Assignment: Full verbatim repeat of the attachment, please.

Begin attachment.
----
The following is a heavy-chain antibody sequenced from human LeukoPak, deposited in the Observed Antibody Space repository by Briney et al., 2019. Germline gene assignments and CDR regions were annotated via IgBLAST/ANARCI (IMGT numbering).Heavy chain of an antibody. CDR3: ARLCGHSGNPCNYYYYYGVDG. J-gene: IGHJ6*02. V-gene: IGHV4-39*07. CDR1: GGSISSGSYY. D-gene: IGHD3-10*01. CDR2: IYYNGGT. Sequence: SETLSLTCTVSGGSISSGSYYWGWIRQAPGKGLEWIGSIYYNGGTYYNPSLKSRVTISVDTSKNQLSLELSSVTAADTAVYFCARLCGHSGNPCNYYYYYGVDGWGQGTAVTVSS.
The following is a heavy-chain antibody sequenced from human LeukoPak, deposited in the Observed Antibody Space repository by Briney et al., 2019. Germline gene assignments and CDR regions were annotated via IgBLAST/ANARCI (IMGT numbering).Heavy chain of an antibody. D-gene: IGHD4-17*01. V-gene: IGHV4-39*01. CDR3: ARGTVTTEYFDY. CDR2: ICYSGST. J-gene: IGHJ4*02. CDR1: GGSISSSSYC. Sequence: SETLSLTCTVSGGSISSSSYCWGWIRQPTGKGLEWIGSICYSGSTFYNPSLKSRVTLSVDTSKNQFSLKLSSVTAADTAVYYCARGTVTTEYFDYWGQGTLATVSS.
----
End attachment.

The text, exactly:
The following is a heavy-chain antibody sequenced from human LeukoPak, deposited in the Observed Antibody Space repository by Briney et al., 2019. Germline gene assignments and CDR regions were annotated via IgBLAST/ANARCI (IMGT numbering).Heavy chain of an antibody. CDR3: ARLCGHSGNPCNYYYYYGVDG. J-gene: IGHJ6*02. V-gene: IGHV4-39*07. CDR1: GGSISSGSYY. D-gene: IGHD3-10*01. CDR2: IYYNGGT. Sequence: SETLSLTCTVSGGSISSGSYYWGWIRQAPGKGLEWIGSIYYNGGTYYNPSLKSRVTISVDTSKNQLSLELSSVTAADTAVYFCARLCGHSGNPCNYYYYYGVDGWGQGTAVTVSS.
The following is a heavy-chain antibody sequenced from human LeukoPak, deposited in the Observed Antibody Space repository by Briney et al., 2019. Germline gene assignments and CDR regions were annotated via IgBLAST/ANARCI (IMGT numbering).Heavy chain of an antibody. D-gene: IGHD4-17*01. V-gene: IGHV4-39*01. CDR3: ARGTVTTEYFDY. CDR2: ICYSGST. J-gene: IGHJ4*02. CDR1: GGSISSSSYC. Sequence: SETLSLTCTVSGGSISSSSYCWGWIRQPTGKGLEWIGSICYSGSTFYNPSLKSRVTLSVDTSKNQFSLKLSSVTAADTAVYYCARGTVTTEYFDYWGQGTLATVSS.